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Career Consultant Asks Graduates: Should You Really Be a Lawyer?
By Heidi Anderson
Deborah Schneider says she went to law school for all the wrong reasons. Problem was, she didn't realize it until three years--and $90,000--later.
"I realize now how little I knew about my decision to go to law school," says Schneider, a 33-year-old writer and career consultant who lives on Church Street.
After graduating in 1999 with a law degree from Washington University in St. Louis, Mo., Schneider promptly decided not to practice law. She went on to hold jobs in other fields, and soon discovered a lot of other non-practicing attorneys working alongside her.
As she talked with more and more former lawyers, she noticed something important: "Just because you have an aptitude for law school doesn't mean you will be a happy lawyer," she says.
She knew then that she wanted to help people consider their options before heading, lemming-like, to law school. With the help of a family friend and mentor, Gary Belsky--a journalist and executive editor of ESPN Magazine--Schneider wrote a book that explains how faulty decision-making can lead to becoming a miserable attorney.
She hopes the book, Should You Really Be a Lawyer? The Guide to Smart Career Choices Before, During, and After Law School--published in January by Decision Books--will prevent others from making the same mistakes she did.
Should You Really Be a Lawyer? is written for three groups of people: students contemplating law school, law students contemplating careers, and working lawyers. The book gives the reader "Twelve Choice Challenges" and provides several self-assessment tests, including exercises focusing on the physical aspects of one's work environment.
Schneider says that during her three years of research for the guide, she learned a lot about the way people think. "People often make career decisions under the influence of mental traps, like the herd mentality (everybody's doing it), decision paralysis (the real world looks scary, school feels safe), and even family expectations (my folks think it's a good career for me)," she says.
Money can be a snare, too. "Some people said they went to law school because their parents were paying for it. They realize, years later when I'm counseling them, that they would not have dreamed of spending their own money on law school," Schneider says. In her book, she calls it "mental accounting," which means that people place a different value on money depending on where the money comes from.
Another pitfall--being miserable in law school but staying because you'll be perceived as a failure--is more common. Schneider describes that phenomenon as "regret aversion."
Despite the caution Schneider prescribes, she understands that some people are, in fact, a good match for law school. If you've worked in or around certain legal jobs, or you know practicing attorneys and can see yourself doing the same work, then by all means, get a law degree, she says. "Also, if you are in a non-legal field now and you've determined that having a law degree will assist you in your job, then you should go to law school."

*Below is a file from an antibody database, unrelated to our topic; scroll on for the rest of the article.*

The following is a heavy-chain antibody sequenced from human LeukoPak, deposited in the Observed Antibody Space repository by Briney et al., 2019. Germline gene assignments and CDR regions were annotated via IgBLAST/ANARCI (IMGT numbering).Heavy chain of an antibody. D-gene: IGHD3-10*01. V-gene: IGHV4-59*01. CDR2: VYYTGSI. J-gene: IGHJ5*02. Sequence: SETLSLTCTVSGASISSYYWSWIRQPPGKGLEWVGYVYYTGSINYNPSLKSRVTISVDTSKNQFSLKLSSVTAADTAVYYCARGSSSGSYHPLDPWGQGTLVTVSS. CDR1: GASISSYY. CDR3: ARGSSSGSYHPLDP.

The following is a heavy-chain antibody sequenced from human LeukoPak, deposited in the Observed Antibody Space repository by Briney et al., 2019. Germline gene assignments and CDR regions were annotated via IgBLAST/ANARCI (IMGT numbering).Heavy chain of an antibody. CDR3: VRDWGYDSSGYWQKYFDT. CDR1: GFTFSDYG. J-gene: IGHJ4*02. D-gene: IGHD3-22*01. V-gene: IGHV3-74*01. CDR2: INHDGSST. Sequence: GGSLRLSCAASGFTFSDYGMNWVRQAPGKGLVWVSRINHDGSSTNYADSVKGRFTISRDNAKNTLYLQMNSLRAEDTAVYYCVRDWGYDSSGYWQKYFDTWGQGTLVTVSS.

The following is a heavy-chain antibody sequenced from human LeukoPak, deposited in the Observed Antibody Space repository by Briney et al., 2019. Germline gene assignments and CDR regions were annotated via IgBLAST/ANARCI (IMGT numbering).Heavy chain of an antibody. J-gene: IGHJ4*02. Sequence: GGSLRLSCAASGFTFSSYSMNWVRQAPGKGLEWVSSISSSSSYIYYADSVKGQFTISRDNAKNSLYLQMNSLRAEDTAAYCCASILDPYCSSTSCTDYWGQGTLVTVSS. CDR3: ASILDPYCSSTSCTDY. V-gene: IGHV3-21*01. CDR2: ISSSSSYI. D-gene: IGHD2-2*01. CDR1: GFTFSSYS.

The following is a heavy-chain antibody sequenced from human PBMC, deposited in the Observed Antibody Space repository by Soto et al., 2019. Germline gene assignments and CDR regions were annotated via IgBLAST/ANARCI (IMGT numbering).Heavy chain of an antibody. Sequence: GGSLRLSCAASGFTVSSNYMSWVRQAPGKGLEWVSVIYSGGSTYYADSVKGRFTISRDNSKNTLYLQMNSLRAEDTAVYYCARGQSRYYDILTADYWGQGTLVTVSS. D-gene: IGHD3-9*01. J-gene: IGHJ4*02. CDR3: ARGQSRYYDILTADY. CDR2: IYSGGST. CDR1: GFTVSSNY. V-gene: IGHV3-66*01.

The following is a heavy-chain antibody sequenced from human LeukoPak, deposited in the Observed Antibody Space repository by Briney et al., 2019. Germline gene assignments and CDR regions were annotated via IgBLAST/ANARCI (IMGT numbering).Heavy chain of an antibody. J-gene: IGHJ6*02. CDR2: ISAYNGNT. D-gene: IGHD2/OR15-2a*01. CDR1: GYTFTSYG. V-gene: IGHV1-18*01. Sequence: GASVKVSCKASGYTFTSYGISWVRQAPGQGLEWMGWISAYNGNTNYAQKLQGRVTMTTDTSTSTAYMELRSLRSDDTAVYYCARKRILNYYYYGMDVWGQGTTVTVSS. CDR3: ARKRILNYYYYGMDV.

After her own defection from the field of law, Schneider worked for a few years in Washington, D.C., for an online textbook company. Then she quit, moved to San Francisco, and found another dot-com job related to publishing. That was in 2001, at the height of the dot-com shakedown, and the company failed within a year after she arrived.
But she moved here to live in San Francisco, she says, and she wanted to stay. "I never even considered leaving San Francisco, and never Noe Valley. I like how you get to know everybody in the neighborhood."
At that point, Schneider had time to think about what to do next.
She went to a career counselor, attended some career development courses, and then took part in a two-week workshop led by Richard Bolles, author of What Color Is Your Parachute? It wasn't long before her career broadened into three areas: writing, speaking, and career counseling in the legal field.
Looking back at her journey, she does some quick math. "I spent $90,000 on law school, and later $750 on career counseling." That was the wrong order, she says.
"Spend about twenty bucks on a book about the law field--and more importantly about decision-making--before you spend a hundred thousand on the wrong school," she says.
Since her epiphany, Schneider has worked as a career counselor for the University of San Francisco School of Law, and more recently as an associate director for career development at U.C. Hastings College of the Law.
She now often speaks about career choices at bar associations around the country. At a recent visit to the Bar Association of San Francisco, she met an undergraduate student who was practically in tears at the end of her talk.
"I was so glad to be there for that student at the right time," she says. "Her parents are really putting on pressure, but she is feeling law school is not the right choice. One idea I had was to present the family with another graduate school plan, not just to argue against law school."
Sometimes her speaking engagements turn into profound experiences.
At one event, a gathering of female attorneys, it was clear that many of the women there had their doubts about choosing law as a career. Everyone became emotional and supported one other, Schneider says. "It became like an episode of Oprah!"
You can find more information about Schneider and Belsky's book at www.shouldyoureally.com.